To be included as a native of Sabah and Sarawak not only has identitarian implications, but potentially significant economic and political consequences.
To be included as a native of Sabah and Sarawak not only has identitarian implications, but potentially significant economic and political consequences. Under Article 153 of the Federal Constitution, natives of Sabah and Sarawak are accorded a “special position” alongside the Malay majority, meaning that they have access to quotas for positions in the public service, scholarships, and other educational or training privileges, special facilities, as well as permits/licences for trade or businesses. In addition, as highlighted in the 2001 case of Nor Anak Nyawai v. Borneo Pulp Plantation, concerning a claim of customary rights to land, the question of whether groups are entitled to native customary rights depends very much on the preliminary question of whether they are recognised as ‘natives’ in the first place.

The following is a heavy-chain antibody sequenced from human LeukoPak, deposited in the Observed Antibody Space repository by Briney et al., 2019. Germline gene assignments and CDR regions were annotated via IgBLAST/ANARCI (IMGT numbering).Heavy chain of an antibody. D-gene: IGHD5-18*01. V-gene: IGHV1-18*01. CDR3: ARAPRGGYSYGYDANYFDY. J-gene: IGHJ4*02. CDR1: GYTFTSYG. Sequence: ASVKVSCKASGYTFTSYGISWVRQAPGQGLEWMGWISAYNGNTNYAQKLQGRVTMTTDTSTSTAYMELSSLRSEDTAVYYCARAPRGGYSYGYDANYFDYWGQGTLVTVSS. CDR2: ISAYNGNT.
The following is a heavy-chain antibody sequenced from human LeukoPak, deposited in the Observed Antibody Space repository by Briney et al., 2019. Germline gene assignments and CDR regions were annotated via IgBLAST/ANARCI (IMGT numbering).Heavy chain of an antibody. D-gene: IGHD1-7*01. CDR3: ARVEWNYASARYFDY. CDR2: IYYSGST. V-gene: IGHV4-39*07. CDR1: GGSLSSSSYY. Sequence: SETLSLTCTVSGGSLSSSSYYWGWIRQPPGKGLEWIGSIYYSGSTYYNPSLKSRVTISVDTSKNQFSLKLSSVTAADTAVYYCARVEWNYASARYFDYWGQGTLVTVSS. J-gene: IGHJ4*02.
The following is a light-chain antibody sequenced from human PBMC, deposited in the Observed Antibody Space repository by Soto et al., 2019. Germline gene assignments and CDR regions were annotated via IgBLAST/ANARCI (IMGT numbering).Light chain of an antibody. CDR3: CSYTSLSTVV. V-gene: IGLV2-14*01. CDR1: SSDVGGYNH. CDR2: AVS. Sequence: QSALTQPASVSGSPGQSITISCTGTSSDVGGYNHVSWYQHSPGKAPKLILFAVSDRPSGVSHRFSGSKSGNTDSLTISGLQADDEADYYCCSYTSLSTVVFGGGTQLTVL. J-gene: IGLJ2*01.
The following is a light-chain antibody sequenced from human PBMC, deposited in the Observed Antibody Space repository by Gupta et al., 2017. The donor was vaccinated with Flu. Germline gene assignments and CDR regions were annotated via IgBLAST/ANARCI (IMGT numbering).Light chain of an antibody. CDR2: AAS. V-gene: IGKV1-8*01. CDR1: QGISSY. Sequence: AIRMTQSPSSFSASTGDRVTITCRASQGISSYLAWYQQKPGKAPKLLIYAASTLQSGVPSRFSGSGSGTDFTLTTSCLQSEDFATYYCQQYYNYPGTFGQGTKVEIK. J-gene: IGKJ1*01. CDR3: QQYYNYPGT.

While the amendment will devolve definitional powers, it would not immediately resolve the question of the status of children with one native and one non-native parent. This is because the Sarawak Interpretation Ordinance defines natives in much the same way as the existing constitutional provision. The Schedule to the Ordinance contains a list of races considered indigenous to Sarawak, and includes the admixture of races but only with each other. Accordingly, the state legislature will have to amend the Ordinance to expand the definition of natives, which only requires a simple majority in the state legislature. However, this could give rise to questions of equity among groups if the state legislature becomes embroiled in specific inter-racial disputes concerning a group’s native status. Thus, whether the amendment would have the effect of addressing the concerns raised and extending native status to all children of natives of Sarawak remains to be seen.